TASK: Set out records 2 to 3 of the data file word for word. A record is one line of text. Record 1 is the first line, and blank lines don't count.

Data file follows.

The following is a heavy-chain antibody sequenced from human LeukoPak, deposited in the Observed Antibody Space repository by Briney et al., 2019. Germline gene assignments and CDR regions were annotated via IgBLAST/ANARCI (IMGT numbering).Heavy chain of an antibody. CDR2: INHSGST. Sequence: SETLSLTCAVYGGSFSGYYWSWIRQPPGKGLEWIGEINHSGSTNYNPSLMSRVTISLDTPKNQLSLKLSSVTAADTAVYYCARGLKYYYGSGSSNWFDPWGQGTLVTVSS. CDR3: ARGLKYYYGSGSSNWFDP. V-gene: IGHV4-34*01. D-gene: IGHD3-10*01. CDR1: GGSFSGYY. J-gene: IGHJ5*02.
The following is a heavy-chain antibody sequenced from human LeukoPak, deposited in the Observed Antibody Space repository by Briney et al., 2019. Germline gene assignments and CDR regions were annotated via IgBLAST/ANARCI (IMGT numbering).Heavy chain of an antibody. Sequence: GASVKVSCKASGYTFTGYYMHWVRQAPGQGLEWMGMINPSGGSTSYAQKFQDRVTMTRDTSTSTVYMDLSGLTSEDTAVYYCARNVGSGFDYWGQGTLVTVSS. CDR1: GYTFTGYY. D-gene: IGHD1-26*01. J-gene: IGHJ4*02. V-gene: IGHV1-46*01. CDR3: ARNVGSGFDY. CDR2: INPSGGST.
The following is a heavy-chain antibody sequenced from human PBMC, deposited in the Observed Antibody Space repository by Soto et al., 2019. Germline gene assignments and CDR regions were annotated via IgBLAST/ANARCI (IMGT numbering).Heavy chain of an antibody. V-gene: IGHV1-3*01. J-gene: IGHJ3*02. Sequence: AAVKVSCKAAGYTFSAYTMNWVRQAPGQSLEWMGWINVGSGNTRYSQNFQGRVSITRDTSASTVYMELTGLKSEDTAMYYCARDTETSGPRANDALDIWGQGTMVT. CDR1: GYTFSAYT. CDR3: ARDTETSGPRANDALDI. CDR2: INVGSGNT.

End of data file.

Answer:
The following is a heavy-chain antibody sequenced from human LeukoPak, deposited in the Observed Antibody Space repository by Briney et al., 2019. Germline gene assignments and CDR regions were annotated via IgBLAST/ANARCI (IMGT numbering).Heavy chain of an antibody. Sequence: GASVKVSCKASGYTFTGYYMHWVRQAPGQGLEWMGMINPSGGSTSYAQKFQDRVTMTRDTSTSTVYMDLSGLTSEDTAVYYCARNVGSGFDYWGQGTLVTVSS. CDR1: GYTFTGYY. D-gene: IGHD1-26*01. J-gene: IGHJ4*02. V-gene: IGHV1-46*01. CDR3: ARNVGSGFDY. CDR2: INPSGGST.
The following is a heavy-chain antibody sequenced from human PBMC, deposited in the Observed Antibody Space repository by Soto et al., 2019. Germline gene assignments and CDR regions were annotated via IgBLAST/ANARCI (IMGT numbering).Heavy chain of an antibody. V-gene: IGHV1-3*01. J-gene: IGHJ3*02. Sequence: AAVKVSCKAAGYTFSAYTMNWVRQAPGQSLEWMGWINVGSGNTRYSQNFQGRVSITRDTSASTVYMELTGLKSEDTAMYYCARDTETSGPRANDALDIWGQGTMVT. CDR1: GYTFSAYT. CDR3: ARDTETSGPRANDALDI. CDR2: INVGSGNT.